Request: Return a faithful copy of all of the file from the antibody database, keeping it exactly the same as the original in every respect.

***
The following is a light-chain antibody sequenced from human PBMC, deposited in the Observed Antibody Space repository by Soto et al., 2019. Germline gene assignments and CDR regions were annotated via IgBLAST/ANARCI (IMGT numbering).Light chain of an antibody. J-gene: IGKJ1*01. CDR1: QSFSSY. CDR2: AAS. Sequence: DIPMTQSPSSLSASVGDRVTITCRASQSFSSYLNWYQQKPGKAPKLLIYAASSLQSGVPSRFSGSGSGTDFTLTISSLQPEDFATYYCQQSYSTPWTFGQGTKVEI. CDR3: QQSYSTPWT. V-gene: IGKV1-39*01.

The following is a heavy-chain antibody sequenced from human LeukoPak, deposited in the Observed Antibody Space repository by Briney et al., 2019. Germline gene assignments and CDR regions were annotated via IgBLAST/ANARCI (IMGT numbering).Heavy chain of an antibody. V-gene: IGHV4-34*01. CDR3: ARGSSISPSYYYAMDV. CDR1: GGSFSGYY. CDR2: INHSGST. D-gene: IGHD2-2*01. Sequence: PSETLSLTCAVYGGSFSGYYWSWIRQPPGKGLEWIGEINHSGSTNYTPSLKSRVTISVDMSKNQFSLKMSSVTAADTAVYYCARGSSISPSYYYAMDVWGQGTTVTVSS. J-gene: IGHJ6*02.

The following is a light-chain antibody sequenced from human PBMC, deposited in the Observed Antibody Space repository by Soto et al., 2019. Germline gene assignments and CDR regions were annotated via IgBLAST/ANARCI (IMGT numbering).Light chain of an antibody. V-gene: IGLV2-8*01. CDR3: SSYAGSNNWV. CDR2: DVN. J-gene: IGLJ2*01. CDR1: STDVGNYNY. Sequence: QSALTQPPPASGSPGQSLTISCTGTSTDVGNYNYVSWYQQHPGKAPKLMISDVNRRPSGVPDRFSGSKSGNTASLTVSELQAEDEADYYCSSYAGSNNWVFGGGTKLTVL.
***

The following is a light-chain antibody sequenced from human PBMC, deposited in the Observed Antibody Space repository by Soto et al., 2019. Germline gene assignments and CDR regions were annotated via IgBLAST/ANARCI (IMGT numbering).Light chain of an antibody. J-gene: IGKJ1*01. CDR1: QSFSSY. CDR2: AAS. Sequence: DIPMTQSPSSLSASVGDRVTITCRASQSFSSYLNWYQQKPGKAPKLLIYAASSLQSGVPSRFSGSGSGTDFTLTISSLQPEDFATYYCQQSYSTPWTFGQGTKVEI. CDR3: QQSYSTPWT. V-gene: IGKV1-39*01.

The following is a heavy-chain antibody sequenced from human LeukoPak, deposited in the Observed Antibody Space repository by Briney et al., 2019. Germline gene assignments and CDR regions were annotated via IgBLAST/ANARCI (IMGT numbering).Heavy chain of an antibody. V-gene: IGHV4-34*01. CDR3: ARGSSISPSYYYAMDV. CDR1: GGSFSGYY. CDR2: INHSGST. D-gene: IGHD2-2*01. Sequence: PSETLSLTCAVYGGSFSGYYWSWIRQPPGKGLEWIGEINHSGSTNYTPSLKSRVTISVDMSKNQFSLKMSSVTAADTAVYYCARGSSISPSYYYAMDVWGQGTTVTVSS. J-gene: IGHJ6*02.

The following is a light-chain antibody sequenced from human PBMC, deposited in the Observed Antibody Space repository by Soto et al., 2019. Germline gene assignments and CDR regions were annotated via IgBLAST/ANARCI (IMGT numbering).Light chain of an antibody. V-gene: IGLV2-8*01. CDR3: SSYAGSNNWV. CDR2: DVN. J-gene: IGLJ2*01. CDR1: STDVGNYNY. Sequence: QSALTQPPPASGSPGQSLTISCTGTSTDVGNYNYVSWYQQHPGKAPKLMISDVNRRPSGVPDRFSGSKSGNTASLTVSELQAEDEADYYCSSYAGSNNWVFGGGTKLTVL.